The most obvious difference between Zurich vs Geneva is that people in Zürich speak German, while those in Genève speak French. Of course, these linguistic differences manifest themselves in the broader culture as well. On the other hand, both cities have distinctly Swiss architecture which, when combined with the distinctly Swiss landscapes that rise above both, makes them seem far more similar than different in this regard.
Both of Switzerland’s largest cities are better jumping-off points than they are tried-and-true destinations. From Zurich, the most obvious onward stops at Rheinfall waterfall north of the city, the castle town of Baden to the northwest and Luzern or Interlaken to the south. In Geneva, meanwhile, you can easily take day trips to cities like Lausanne and Montreux on the eastern shores of Lac Leman, or to Annecy, France on its western flank.
What is the Prettiest City in Switzerland?
It’s neither Geneva nor Zurich. I mean look, both of these cities are beautiful in their own rights. They’re bisected by crystalline, clean rivers, which flow into massive, glacial lakes with horizons that jut up against mountains. Small enough to explore on foot but strung together with safe and easy-to-use tram lines, they’ve more than earned their high rankings on “Quality of Life” lists, even if the cost therein is steep.
Indeed, we have to move away from the Geneva vs Zurich debate if we truly want to identify Switzerland’s most beautiful city. In terms of actual large-ish cities, I’d probably say that Montreux, Luzern or Interlaken easily take the title of “most beautiful” from Geneva or Zurich. When we expand this to small towns in Switzerland? Well, that is a rabbit hole I just don’t have time for at the moment.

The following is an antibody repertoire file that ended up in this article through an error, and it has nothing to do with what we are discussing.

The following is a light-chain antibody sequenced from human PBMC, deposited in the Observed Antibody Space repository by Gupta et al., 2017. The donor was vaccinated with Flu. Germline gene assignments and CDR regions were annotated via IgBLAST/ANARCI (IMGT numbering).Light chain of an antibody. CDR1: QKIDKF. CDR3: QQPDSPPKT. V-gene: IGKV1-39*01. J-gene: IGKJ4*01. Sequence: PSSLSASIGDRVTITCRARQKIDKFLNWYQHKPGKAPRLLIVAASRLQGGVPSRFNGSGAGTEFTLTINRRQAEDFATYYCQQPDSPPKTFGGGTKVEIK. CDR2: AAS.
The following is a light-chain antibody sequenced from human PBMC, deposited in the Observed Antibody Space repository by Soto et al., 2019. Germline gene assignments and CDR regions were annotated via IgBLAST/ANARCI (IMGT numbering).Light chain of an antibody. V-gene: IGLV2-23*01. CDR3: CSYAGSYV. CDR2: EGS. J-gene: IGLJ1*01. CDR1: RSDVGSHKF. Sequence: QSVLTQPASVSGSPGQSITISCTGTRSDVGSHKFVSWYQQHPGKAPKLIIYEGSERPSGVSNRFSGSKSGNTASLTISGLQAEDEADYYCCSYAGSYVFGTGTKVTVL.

Other FAQ About Zurich and Geneva
What is the difference between Geneva and Zurich?
The primary different between Geneva and Zurich is that people in the former speak French, while those in the latter speak German. Both cities are very international, although Zurich is more of a banking center, while diplomacy is the primary industry and currency of Geneva.
Is Geneva worth seeing?
Geneva is worth seeing, but only if you do so with appropriate expectations. Rather than a standalone European city à la Paris or Venice, which acts as a self-contained destination, Geneva is more a jumping off point before exploring more exciting parts of Switzerland.
Is Zurich more expensive than Geneva?
Zurich and Geneva are approximately as expensive as one another, at least as far as travelers are concerned. You can expect to spend no less than 200 CHF per person, per day for your accommodation, meals and local transport (not including internationals flights/trains to and from Switzerland), whether you visit Geneva or Zurich.
The Bottom Line
I hope I’ve helped, at least partially, to settle the Zurich vs Geneva debate for you. The good news, no matter which of these cities you choose, is that both are basically bases for seeing more exciting destinations in Switzerland, namely the Swiss Alps. The better news? Since few people’s first trips to Switzerland end up being their last, you can always stay in Zurich next time if you choose Geneva this time, or vice-versa.